This is a competitive renewal application for an R01 grant. Our goal is to further increase our understanding of how HIV-1 uses coreceptors to enter cells. A specific emphasis will be on learning more about the mechanisms of resistance to small molecule CCR5 or CXCR4 inhibitors and the properties of resistant variants. Such studies will not only increase our knowledge of the HIV-1 replication cycle at the basic science level, they will also assist clinicians in their use of CCR5 inhibitors to treat HIV-1 infection. Building on our work in the general area of coreceptor biology during the past 14 years, we now propose the following research plan: In our first Specific Aim, we will investigate whether wild type and CCR5 inhibitor-resistant viruses interact with different sub-populations of CCR5 coreceptors. We will explore whether and how HIV-1 Env, monoclonal antibodies (MAbs) and small-molecule inhibitors interact with different CCR5 sub-populations. These sub-populations may arise through conformational interconversions, post-translational modifications, be located in distinct micro-domains on the cell surface, and have distinguishable links to G-proteins and the endocytic machinery. The sub-populations may be present in different proportions on diverse target cells. We will study how and where parental and inhibitor-resistant viruses interact with inhibitor-bound and -free CCR5 sub-populations.
In Specific Aim 2, we propose to define how amino acid changes in the gp41 transmembrane protein of CCR5 inhibitor-resistant viruses affect the interaction of gp120 subunits with CCR5. We have described a resistant virus in which, unexpectedly, the critical changes were located in the gp41 fusion peptide, which is not known to interact with CCR5. We now have evidence for additional, resistance-associated changes in the N-terminal region of gp41. We will study the effects of these various changes on Env topology, CD4-Env interactions with CCR5, Env-mediated fusion rates, and the membrane location of the virus-cell fusion process. Our third Specific Aim is to assess whether Env-mediated signaling via CCR5 or CXCR4 is important for HIV-1 entry. We will use receptor-mutants defective for signal transduction functions, or constitutively active, and viruses that can enter cells in the presence of CCR5 or CXCR4 antagonists, to explore whether transmembrane signaling is essential for, or modifies, entry or post-entry events in the HIV-1 replication cycle.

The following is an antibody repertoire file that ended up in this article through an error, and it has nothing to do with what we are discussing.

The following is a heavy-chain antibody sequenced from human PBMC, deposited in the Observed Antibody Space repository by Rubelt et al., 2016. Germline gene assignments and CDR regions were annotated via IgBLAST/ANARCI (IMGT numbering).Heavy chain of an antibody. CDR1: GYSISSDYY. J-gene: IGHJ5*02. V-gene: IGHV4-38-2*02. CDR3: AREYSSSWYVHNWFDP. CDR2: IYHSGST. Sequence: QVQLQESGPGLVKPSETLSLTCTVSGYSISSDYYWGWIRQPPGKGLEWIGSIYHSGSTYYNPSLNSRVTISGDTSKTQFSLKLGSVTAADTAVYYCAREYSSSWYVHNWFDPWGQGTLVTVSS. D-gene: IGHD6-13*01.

Public Health Relevance

Human immunodeficiency virus type 1 (HIV-1) uses the CCR5 co-receptor to enter the cells it infects. Drugs have now been developed that target CCR5 and thereby interfere with this stage of the HIV-1 replication cycle. These inhibitors are effective both in cell culture systems and when used to treat HIV-1-infected people. As with all drugs, HIV-1 develops resistance, rendering them less effective. We have been studying the resistance process for several years, and now seek to continue and expand our studies. Specifically, we are learning about how sequence changes accumulate in the HIV-1 envelope glycoproteins (which bind CCR5) under drug selection pressure, and how these sequence changes enable to virus to use the drug-CCR5 complex to enter cells. We will study the various sub-populations of CCR5 that exist on the cell surface, as defined by staining with monoclonal antibodies against various CCR5 epitopes, and try to define how these various CCR5 forms are used by wild type and resistant viruses.

National Institute of Health (NIH)
Research Project (R01)
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AIDS Immunology and Pathogenesis Study Section (AIP)
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Sanders, Brigitte E
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Weill Medical College of Cornell University
Schools of Medicine
New York
United States
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